Make sure you visit Chocolate and Love, House & Garden’s pop-up venue on the Third Floor, for a decadent tasting session. Launched in early 2010 by Richard O’Connor, Chocolate and Love is a must for the chocolate purist among you. Selling not only the finest, but also the most expensive chocolate in the world, O’Connor is on hand to educate you in the many wonders of chocolate – it’s dark all the way – and to extol its health-giving virtues. Not so guilty after all.
For many, the pop-up Tatler restaurant is a draw in itself and this Focus is no exception. Situated in the North Dome beneath the striking new aerial installation by Jinny Blom, it’s the ultimate in sophisticated, easy dining. Tall sea grasses and coral table pieces lend a breezy coolness to the space and extend the underwater theme of Blom’s installation above.
Open until Friday 30 September, there’s still time to experience its unique surrounds and sample the delicious menu by Absolute Taste.
Lucy Martin is Design Director at John Cullen Lighting. She has recently published her first book, The Lighting Bible. An essential guide to the art of lighting, it embraces the latest low energy light sources and shares the key principles of lighting design. She is a guest speaker at the Focus/11 Masterclass, Design with Confidence on Wednesday 28 September.
How did you become a lighting designer?
I did a 10 week course at KLC and it grew from there. At first I toyed with the idea of interior design, but I come from a family of architects and I was more attracted to the technical aspect of lighting.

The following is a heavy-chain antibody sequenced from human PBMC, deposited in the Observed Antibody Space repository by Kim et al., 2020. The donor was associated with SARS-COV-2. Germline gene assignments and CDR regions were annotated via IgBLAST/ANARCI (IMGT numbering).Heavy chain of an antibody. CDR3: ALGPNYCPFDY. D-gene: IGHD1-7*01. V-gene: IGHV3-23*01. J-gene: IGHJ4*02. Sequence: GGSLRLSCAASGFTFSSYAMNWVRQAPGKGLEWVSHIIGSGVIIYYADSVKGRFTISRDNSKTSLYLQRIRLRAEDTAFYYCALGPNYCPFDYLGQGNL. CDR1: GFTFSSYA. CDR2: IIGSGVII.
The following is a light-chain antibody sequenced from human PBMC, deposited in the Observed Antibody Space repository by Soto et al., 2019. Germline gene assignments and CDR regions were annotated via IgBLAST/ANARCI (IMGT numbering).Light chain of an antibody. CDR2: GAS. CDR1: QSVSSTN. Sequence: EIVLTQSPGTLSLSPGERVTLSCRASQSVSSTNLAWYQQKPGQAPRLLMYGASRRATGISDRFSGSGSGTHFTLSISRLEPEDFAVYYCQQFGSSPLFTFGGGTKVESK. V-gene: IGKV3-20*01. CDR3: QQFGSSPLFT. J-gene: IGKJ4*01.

Why is good lighting so important to interior design?
People massively undervalue the difference a well-lit and well-designed space has, not just on the way you feel about your home, but the look of the space. It’s imperative. Good lighting is often about introducing light into a space which you can’t necessarily see. It’s the magic that transforms.
What are the key principles to remember when lighting?
Know your tools. Get to grips with the new types of lighting that are about, so you can wield them with a bit of confidence. Then decide what you want to light, your focal point, and layer the light. This gives a three-dimensional feel, so you can play up the texture and colours in a scheme. Finally, think about control – if you can dim your light source you’ve created flexibility within the space.
How are the new lighting regulations going to affect the interior design industry?
People need to embrace the change. Approach lighting early on. LEDs are very useful as they’re a small light source, and great for details. I also favour IRC lamps [an infra red coated lamp] particularly in my table lamps as the light source is identical to an incandescent. The main problem with switching to low energy light sources is lack of education – there are good alternatives, people just need to know about them.
You once travelled to the North Pole. What inspired this?
I was working at the Independent newspaper on the business desk when the opportunity arose for a charity expedition there. I tried out to take part and was accepted. It was truly life-changing and the quality of light in the North Pole is like nothing else.